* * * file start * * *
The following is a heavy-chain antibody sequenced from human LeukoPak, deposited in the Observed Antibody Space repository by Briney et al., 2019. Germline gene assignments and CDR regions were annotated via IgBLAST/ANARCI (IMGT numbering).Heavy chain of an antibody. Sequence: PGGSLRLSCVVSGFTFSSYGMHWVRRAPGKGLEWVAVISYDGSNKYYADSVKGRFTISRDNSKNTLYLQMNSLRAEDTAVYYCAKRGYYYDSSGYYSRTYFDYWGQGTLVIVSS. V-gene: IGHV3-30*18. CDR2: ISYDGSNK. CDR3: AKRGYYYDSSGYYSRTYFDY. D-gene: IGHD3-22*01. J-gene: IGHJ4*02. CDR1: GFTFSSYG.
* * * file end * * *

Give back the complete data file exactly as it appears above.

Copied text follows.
The following is a heavy-chain antibody sequenced from human LeukoPak, deposited in the Observed Antibody Space repository by Briney et al., 2019. Germline gene assignments and CDR regions were annotated via IgBLAST/ANARCI (IMGT numbering).Heavy chain of an antibody. Sequence: PGGSLRLSCVVSGFTFSSYGMHWVRRAPGKGLEWVAVISYDGSNKYYADSVKGRFTISRDNSKNTLYLQMNSLRAEDTAVYYCAKRGYYYDSSGYYSRTYFDYWGQGTLVIVSS. V-gene: IGHV3-30*18. CDR2: ISYDGSNK. CDR3: AKRGYYYDSSGYYSRTYFDY. D-gene: IGHD3-22*01. J-gene: IGHJ4*02. CDR1: GFTFSSYG.